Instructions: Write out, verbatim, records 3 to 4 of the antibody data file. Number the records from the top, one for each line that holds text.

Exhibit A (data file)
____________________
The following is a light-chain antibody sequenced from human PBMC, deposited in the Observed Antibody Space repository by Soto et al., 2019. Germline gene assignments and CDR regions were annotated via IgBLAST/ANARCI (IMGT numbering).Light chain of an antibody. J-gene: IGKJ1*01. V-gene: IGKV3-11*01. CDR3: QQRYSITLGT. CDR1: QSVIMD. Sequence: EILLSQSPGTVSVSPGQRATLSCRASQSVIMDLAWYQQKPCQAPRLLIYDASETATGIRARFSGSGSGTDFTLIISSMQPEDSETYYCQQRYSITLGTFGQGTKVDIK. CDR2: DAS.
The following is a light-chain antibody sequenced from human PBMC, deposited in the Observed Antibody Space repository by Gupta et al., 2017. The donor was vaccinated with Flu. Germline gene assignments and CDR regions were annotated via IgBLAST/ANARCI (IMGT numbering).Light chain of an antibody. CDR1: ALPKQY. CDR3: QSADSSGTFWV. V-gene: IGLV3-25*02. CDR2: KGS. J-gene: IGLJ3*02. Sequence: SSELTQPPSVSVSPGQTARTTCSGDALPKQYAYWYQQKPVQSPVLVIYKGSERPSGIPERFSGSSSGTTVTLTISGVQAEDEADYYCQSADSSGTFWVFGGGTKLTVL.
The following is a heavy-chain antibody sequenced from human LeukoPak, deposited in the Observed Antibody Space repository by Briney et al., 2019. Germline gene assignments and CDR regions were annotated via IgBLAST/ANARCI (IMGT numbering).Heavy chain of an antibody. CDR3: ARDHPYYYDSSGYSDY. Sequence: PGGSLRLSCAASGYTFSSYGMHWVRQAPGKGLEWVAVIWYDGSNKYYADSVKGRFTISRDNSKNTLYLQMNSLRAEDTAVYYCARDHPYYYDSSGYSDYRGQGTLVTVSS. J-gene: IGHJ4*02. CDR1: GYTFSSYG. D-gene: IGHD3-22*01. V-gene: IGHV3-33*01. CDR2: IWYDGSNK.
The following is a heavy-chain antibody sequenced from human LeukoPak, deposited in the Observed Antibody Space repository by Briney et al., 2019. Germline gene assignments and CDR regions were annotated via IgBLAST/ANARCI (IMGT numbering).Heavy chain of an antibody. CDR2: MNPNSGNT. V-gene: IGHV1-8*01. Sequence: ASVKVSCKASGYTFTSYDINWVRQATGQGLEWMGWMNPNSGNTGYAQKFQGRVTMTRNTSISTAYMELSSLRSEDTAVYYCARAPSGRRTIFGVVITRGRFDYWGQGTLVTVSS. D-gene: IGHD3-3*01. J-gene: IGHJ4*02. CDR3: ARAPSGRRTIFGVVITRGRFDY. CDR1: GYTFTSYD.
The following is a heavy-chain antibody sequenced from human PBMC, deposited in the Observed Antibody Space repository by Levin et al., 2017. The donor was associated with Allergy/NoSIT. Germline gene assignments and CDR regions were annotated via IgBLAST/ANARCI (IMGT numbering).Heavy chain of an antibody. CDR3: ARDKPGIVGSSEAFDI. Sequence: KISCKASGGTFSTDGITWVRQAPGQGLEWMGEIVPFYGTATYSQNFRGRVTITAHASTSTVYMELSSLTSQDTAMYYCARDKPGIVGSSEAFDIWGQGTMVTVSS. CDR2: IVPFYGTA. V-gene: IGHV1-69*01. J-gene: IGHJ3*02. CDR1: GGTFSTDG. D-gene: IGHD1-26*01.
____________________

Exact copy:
The following is a heavy-chain antibody sequenced from human LeukoPak, deposited in the Observed Antibody Space repository by Briney et al., 2019. Germline gene assignments and CDR regions were annotated via IgBLAST/ANARCI (IMGT numbering).Heavy chain of an antibody. CDR3: ARDHPYYYDSSGYSDY. Sequence: PGGSLRLSCAASGYTFSSYGMHWVRQAPGKGLEWVAVIWYDGSNKYYADSVKGRFTISRDNSKNTLYLQMNSLRAEDTAVYYCARDHPYYYDSSGYSDYRGQGTLVTVSS. J-gene: IGHJ4*02. CDR1: GYTFSSYG. D-gene: IGHD3-22*01. V-gene: IGHV3-33*01. CDR2: IWYDGSNK.
The following is a heavy-chain antibody sequenced from human LeukoPak, deposited in the Observed Antibody Space repository by Briney et al., 2019. Germline gene assignments and CDR regions were annotated via IgBLAST/ANARCI (IMGT numbering).Heavy chain of an antibody. CDR2: MNPNSGNT. V-gene: IGHV1-8*01. Sequence: ASVKVSCKASGYTFTSYDINWVRQATGQGLEWMGWMNPNSGNTGYAQKFQGRVTMTRNTSISTAYMELSSLRSEDTAVYYCARAPSGRRTIFGVVITRGRFDYWGQGTLVTVSS. D-gene: IGHD3-3*01. J-gene: IGHJ4*02. CDR3: ARAPSGRRTIFGVVITRGRFDY. CDR1: GYTFTSYD.